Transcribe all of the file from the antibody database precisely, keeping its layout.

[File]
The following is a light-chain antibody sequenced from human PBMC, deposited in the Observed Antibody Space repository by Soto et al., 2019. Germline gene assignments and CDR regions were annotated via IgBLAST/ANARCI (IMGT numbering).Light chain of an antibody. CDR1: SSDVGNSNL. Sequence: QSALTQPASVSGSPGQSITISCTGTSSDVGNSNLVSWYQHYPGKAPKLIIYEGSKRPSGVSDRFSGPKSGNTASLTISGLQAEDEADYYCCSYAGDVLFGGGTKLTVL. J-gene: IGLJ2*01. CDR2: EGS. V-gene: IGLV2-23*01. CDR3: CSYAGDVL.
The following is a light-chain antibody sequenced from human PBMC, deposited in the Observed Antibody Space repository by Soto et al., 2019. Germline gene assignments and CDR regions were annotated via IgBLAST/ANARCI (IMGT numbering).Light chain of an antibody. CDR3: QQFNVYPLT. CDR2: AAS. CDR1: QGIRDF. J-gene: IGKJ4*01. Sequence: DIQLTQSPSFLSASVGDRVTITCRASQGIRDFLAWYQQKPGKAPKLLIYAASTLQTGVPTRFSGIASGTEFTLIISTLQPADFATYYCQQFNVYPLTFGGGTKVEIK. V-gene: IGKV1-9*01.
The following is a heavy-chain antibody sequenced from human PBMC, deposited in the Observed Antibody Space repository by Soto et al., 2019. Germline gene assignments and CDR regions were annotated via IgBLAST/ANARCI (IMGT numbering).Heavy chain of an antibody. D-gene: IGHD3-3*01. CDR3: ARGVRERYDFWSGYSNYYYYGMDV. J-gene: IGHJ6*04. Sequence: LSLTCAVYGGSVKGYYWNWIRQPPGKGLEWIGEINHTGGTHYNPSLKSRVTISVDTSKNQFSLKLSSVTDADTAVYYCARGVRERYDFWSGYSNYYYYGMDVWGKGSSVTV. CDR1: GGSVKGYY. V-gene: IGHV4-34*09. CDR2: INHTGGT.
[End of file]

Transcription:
The following is a light-chain antibody sequenced from human PBMC, deposited in the Observed Antibody Space repository by Soto et al., 2019. Germline gene assignments and CDR regions were annotated via IgBLAST/ANARCI (IMGT numbering).Light chain of an antibody. CDR1: SSDVGNSNL. Sequence: QSALTQPASVSGSPGQSITISCTGTSSDVGNSNLVSWYQHYPGKAPKLIIYEGSKRPSGVSDRFSGPKSGNTASLTISGLQAEDEADYYCCSYAGDVLFGGGTKLTVL. J-gene: IGLJ2*01. CDR2: EGS. V-gene: IGLV2-23*01. CDR3: CSYAGDVL.
The following is a light-chain antibody sequenced from human PBMC, deposited in the Observed Antibody Space repository by Soto et al., 2019. Germline gene assignments and CDR regions were annotated via IgBLAST/ANARCI (IMGT numbering).Light chain of an antibody. CDR3: QQFNVYPLT. CDR2: AAS. CDR1: QGIRDF. J-gene: IGKJ4*01. Sequence: DIQLTQSPSFLSASVGDRVTITCRASQGIRDFLAWYQQKPGKAPKLLIYAASTLQTGVPTRFSGIASGTEFTLIISTLQPADFATYYCQQFNVYPLTFGGGTKVEIK. V-gene: IGKV1-9*01.
The following is a heavy-chain antibody sequenced from human PBMC, deposited in the Observed Antibody Space repository by Soto et al., 2019. Germline gene assignments and CDR regions were annotated via IgBLAST/ANARCI (IMGT numbering).Heavy chain of an antibody. D-gene: IGHD3-3*01. CDR3: ARGVRERYDFWSGYSNYYYYGMDV. J-gene: IGHJ6*04. Sequence: LSLTCAVYGGSVKGYYWNWIRQPPGKGLEWIGEINHTGGTHYNPSLKSRVTISVDTSKNQFSLKLSSVTDADTAVYYCARGVRERYDFWSGYSNYYYYGMDVWGKGSSVTV. CDR1: GGSVKGYY. V-gene: IGHV4-34*09. CDR2: INHTGGT.